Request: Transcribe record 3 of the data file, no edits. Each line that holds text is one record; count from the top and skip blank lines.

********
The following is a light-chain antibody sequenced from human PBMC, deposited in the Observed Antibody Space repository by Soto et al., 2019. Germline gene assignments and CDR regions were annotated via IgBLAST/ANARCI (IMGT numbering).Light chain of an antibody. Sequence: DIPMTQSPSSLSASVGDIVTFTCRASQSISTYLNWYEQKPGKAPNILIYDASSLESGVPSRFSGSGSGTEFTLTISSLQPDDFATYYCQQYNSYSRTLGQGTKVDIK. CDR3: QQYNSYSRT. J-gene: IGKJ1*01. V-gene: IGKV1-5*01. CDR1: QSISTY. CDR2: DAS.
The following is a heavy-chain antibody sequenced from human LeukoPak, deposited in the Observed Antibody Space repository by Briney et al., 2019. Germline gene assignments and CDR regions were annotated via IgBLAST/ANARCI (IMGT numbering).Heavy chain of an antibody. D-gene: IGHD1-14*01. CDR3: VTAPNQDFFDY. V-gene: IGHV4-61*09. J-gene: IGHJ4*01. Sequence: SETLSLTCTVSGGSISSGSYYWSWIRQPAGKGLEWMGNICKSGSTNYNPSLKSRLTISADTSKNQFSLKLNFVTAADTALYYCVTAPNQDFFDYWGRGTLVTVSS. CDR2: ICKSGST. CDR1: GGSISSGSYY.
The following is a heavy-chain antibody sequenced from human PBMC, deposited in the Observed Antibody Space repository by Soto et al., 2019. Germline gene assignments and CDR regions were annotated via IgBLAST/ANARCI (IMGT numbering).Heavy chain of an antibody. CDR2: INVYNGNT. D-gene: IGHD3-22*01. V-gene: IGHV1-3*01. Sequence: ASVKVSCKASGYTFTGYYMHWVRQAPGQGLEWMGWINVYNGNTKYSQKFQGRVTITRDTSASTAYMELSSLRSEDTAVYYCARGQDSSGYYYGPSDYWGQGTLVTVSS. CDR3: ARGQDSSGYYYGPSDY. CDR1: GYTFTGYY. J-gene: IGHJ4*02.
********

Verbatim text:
The following is a heavy-chain antibody sequenced from human PBMC, deposited in the Observed Antibody Space repository by Soto et al., 2019. Germline gene assignments and CDR regions were annotated via IgBLAST/ANARCI (IMGT numbering).Heavy chain of an antibody. CDR2: INVYNGNT. D-gene: IGHD3-22*01. V-gene: IGHV1-3*01. Sequence: ASVKVSCKASGYTFTGYYMHWVRQAPGQGLEWMGWINVYNGNTKYSQKFQGRVTITRDTSASTAYMELSSLRSEDTAVYYCARGQDSSGYYYGPSDYWGQGTLVTVSS. CDR3: ARGQDSSGYYYGPSDY. CDR1: GYTFTGYY. J-gene: IGHJ4*02.